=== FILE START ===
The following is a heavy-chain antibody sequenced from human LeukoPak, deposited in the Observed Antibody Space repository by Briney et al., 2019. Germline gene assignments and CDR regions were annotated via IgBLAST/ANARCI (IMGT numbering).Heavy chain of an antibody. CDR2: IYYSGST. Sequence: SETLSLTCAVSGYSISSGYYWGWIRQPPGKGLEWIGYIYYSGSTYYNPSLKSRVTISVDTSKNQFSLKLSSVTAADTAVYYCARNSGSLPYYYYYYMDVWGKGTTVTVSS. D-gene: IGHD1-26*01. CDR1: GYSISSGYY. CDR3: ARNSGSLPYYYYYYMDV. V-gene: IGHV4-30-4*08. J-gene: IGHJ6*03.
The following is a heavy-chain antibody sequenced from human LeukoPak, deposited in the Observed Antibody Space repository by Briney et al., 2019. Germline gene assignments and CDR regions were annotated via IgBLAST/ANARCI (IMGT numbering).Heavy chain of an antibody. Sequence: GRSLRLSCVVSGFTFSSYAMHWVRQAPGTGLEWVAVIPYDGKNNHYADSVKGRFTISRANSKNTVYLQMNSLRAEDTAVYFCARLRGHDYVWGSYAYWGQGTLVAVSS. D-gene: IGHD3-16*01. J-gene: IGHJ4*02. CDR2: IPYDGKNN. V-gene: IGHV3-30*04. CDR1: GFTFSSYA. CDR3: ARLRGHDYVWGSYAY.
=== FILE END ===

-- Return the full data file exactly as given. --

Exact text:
The following is a heavy-chain antibody sequenced from human LeukoPak, deposited in the Observed Antibody Space repository by Briney et al., 2019. Germline gene assignments and CDR regions were annotated via IgBLAST/ANARCI (IMGT numbering).Heavy chain of an antibody. CDR2: IYYSGST. Sequence: SETLSLTCAVSGYSISSGYYWGWIRQPPGKGLEWIGYIYYSGSTYYNPSLKSRVTISVDTSKNQFSLKLSSVTAADTAVYYCARNSGSLPYYYYYYMDVWGKGTTVTVSS. D-gene: IGHD1-26*01. CDR1: GYSISSGYY. CDR3: ARNSGSLPYYYYYYMDV. V-gene: IGHV4-30-4*08. J-gene: IGHJ6*03.
The following is a heavy-chain antibody sequenced from human LeukoPak, deposited in the Observed Antibody Space repository by Briney et al., 2019. Germline gene assignments and CDR regions were annotated via IgBLAST/ANARCI (IMGT numbering).Heavy chain of an antibody. Sequence: GRSLRLSCVVSGFTFSSYAMHWVRQAPGTGLEWVAVIPYDGKNNHYADSVKGRFTISRANSKNTVYLQMNSLRAEDTAVYFCARLRGHDYVWGSYAYWGQGTLVAVSS. D-gene: IGHD3-16*01. J-gene: IGHJ4*02. CDR2: IPYDGKNN. V-gene: IGHV3-30*04. CDR1: GFTFSSYA. CDR3: ARLRGHDYVWGSYAY.